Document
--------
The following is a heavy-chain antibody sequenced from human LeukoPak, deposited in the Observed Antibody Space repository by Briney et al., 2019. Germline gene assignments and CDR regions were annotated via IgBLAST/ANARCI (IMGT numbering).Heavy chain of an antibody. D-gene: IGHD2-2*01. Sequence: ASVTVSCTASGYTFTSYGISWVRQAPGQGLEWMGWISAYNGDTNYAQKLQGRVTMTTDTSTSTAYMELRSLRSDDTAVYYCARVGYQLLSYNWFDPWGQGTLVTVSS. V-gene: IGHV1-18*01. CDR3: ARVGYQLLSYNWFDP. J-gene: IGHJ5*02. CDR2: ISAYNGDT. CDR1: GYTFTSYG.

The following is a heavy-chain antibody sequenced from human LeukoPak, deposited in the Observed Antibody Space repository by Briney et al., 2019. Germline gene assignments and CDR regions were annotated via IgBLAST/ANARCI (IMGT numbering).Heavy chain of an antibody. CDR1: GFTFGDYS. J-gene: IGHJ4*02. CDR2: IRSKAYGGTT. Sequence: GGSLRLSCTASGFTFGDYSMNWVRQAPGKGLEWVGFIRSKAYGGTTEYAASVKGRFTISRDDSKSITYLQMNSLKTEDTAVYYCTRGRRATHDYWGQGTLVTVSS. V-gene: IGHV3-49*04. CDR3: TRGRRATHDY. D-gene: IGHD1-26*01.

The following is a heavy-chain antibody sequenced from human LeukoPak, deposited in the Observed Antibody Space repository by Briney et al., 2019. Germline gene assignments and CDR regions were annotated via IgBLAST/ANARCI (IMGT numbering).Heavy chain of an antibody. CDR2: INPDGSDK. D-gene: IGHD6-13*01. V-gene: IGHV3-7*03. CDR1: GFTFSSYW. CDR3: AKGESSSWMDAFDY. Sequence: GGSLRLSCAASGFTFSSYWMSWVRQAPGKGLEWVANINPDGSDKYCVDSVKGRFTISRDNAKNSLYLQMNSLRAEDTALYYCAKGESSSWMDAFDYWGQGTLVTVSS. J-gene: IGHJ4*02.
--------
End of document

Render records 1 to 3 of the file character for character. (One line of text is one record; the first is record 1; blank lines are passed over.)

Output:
The following is a heavy-chain antibody sequenced from human LeukoPak, deposited in the Observed Antibody Space repository by Briney et al., 2019. Germline gene assignments and CDR regions were annotated via IgBLAST/ANARCI (IMGT numbering).Heavy chain of an antibody. D-gene: IGHD2-2*01. Sequence: ASVTVSCTASGYTFTSYGISWVRQAPGQGLEWMGWISAYNGDTNYAQKLQGRVTMTTDTSTSTAYMELRSLRSDDTAVYYCARVGYQLLSYNWFDPWGQGTLVTVSS. V-gene: IGHV1-18*01. CDR3: ARVGYQLLSYNWFDP. J-gene: IGHJ5*02. CDR2: ISAYNGDT. CDR1: GYTFTSYG.

The following is a heavy-chain antibody sequenced from human LeukoPak, deposited in the Observed Antibody Space repository by Briney et al., 2019. Germline gene assignments and CDR regions were annotated via IgBLAST/ANARCI (IMGT numbering).Heavy chain of an antibody. CDR1: GFTFGDYS. J-gene: IGHJ4*02. CDR2: IRSKAYGGTT. Sequence: GGSLRLSCTASGFTFGDYSMNWVRQAPGKGLEWVGFIRSKAYGGTTEYAASVKGRFTISRDDSKSITYLQMNSLKTEDTAVYYCTRGRRATHDYWGQGTLVTVSS. V-gene: IGHV3-49*04. CDR3: TRGRRATHDY. D-gene: IGHD1-26*01.

The following is a heavy-chain antibody sequenced from human LeukoPak, deposited in the Observed Antibody Space repository by Briney et al., 2019. Germline gene assignments and CDR regions were annotated via IgBLAST/ANARCI (IMGT numbering).Heavy chain of an antibody. CDR2: INPDGSDK. D-gene: IGHD6-13*01. V-gene: IGHV3-7*03. CDR1: GFTFSSYW. CDR3: AKGESSSWMDAFDY. Sequence: GGSLRLSCAASGFTFSSYWMSWVRQAPGKGLEWVANINPDGSDKYCVDSVKGRFTISRDNAKNSLYLQMNSLRAEDTALYYCAKGESSSWMDAFDYWGQGTLVTVSS. J-gene: IGHJ4*02.